The Final Days of Little Pete’s: This project documents the end of a way of life for a city whose blue collar population is marginalized by a lack of work, and the suburban migration as the the demographics of Philadelphia are inverted. The blue collar are pushed to the outskirts, and the rich, formerly suburban dwellers, move back into Center City.
In September of 2014, the rumors began. The site was going to be developed. Already six months into the project, it became even more vital as Penn witnessed a number of other independently-owned, affordable, and popular eateries be replaced by high-end dining or razed completely for a chain store or overpriced living. Little Pete’s time was coming. By October 2015, Philadelphia’s City Council voted in favor of the zoning change allowing for development on the site of Little Pete’s.
Suddenly, the timing became more critical. As Little Pete’s became the subject of news articles, Instagram posts, tweets, food reviews, and blog stories, everyone seemed to have their own spin on the impending changes, and shared the same sense of urgency.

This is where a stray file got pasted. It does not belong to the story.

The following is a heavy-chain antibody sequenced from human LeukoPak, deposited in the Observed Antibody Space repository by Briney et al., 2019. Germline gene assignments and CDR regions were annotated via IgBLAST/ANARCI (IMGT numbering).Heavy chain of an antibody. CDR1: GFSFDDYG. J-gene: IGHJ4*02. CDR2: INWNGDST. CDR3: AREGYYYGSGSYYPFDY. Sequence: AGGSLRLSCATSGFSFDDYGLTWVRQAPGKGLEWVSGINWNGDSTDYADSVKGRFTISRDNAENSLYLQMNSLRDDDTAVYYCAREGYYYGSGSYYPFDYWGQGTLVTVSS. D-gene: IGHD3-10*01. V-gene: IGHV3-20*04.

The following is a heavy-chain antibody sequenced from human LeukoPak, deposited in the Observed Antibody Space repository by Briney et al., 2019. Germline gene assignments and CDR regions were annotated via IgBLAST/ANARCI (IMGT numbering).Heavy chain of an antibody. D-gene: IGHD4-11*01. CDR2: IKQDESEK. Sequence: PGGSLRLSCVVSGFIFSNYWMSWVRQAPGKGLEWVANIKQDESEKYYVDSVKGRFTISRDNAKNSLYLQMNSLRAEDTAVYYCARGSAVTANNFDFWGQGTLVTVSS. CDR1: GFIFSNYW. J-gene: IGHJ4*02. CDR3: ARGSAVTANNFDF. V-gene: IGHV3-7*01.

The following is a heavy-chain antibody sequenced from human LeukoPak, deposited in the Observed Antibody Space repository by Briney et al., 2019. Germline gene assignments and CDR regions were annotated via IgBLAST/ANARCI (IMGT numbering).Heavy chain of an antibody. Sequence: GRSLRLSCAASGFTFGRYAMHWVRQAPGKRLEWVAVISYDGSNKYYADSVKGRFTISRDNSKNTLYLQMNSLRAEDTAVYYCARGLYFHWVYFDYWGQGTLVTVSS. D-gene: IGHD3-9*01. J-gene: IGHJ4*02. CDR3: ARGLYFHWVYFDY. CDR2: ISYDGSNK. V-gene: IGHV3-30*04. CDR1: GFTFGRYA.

Like so many trending topics before it, #SAVELITTLEPETES hit its crescendo in January of 2016, when the plans were released for a high-end boutique hotel and the unofficial countdown began.
A few of my iconic Little Pete’s photos have been borrowed by a number of news outlets to accompany announcements, stories, and developments regarding the closing, as they break.
For the staff and loyal clientele of Little Pete’s, life has gone on and will continue. But, it will look a lot different once Little Pete’s is gone, taking with it the last affordable diner meal in the area. For the aging residents, students, and blue collar workers of Philadelphia, meals at Little Pete’s served as important interaction with humanity.